The Critical Competency Needed for the Future – The Creative Edge
As a Futurist, it’s easy to get caught up in the technology trends and breakthroughs that will mark our future lives – the amazing advances in devices and concepts, from flying taxis to cryptocurrency.
But life is more than code, supercomputers, and the sciences. Healthy and advancing societies must integrate creativity into the mainstream in two fundamental areas: the creative arts and in support of the digital working world.
Keep in mind, the same technology that is automating jobs out of existence is the same technology that will be creating entirely new business and industry.
Since AI doesn’t have the ability to invent something that currently doesn’t exist, we need to focus on our uniquely human strengths, and that’s where creativity comes into play.
Creative arts can define and unify a culture. Throughout history, the creative arts have brought people together both physically and emotionally. Art, and the creativity behind it, is a unifying force. That’s why oppressive regimes over the course of history often seek to destroy a community’s revered artistic objects when they try to impose their will and authority.
Creative arts can inform and inspire technology. Before most technological breakthroughs occur, there’s usually a necessary phase of imagination and artistic creativity. For example, I have to think that today’s engineers who are deeply immersed in flying car technology were inspired earlier in their lives by artistic renderings of these vehicles.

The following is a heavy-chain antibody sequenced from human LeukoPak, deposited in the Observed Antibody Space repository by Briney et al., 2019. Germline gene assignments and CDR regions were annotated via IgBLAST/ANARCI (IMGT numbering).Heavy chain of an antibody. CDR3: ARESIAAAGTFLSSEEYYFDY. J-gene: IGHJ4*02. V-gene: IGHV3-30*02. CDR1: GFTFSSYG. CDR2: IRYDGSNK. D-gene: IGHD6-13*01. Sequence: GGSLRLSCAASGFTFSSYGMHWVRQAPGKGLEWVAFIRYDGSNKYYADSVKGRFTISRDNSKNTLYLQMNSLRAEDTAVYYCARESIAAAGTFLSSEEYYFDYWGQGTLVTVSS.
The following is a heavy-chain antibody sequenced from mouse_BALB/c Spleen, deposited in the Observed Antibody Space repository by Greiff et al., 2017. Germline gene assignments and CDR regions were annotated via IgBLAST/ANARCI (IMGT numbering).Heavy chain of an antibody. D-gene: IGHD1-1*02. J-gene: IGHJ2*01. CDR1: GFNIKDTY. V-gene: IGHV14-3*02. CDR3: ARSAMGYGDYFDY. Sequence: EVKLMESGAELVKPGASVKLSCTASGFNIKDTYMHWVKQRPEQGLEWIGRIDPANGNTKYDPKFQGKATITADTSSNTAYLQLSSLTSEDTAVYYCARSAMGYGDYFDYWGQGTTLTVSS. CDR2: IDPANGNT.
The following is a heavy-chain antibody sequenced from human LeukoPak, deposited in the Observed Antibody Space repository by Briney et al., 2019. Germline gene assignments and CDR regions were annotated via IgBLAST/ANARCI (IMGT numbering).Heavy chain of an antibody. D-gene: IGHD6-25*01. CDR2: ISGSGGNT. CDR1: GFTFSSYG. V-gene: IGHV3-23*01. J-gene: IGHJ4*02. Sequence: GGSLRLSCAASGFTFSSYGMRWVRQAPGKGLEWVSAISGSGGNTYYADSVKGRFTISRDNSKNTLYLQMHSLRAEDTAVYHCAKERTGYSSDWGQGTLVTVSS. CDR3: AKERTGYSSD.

And on an even more pragmatic front, the creative arts contribute to the economy. The “cultural and creative industries” (CCI) portion of the world economy is poised to rebound after being decimated by pandemic-induced closures. That’s a good thing for a lot of reasons, including economic. The CCI sector is responsible for nearly 30 million jobs worldwide and it’s the most important employer for young people between the ages of 15 and 29 compared to any other sector.
Creativity in the Larger Work Environment
Not all of us are artists, but outside of the CCI, there will also be a need for creativity and a creative mindset in most industries and business sectors.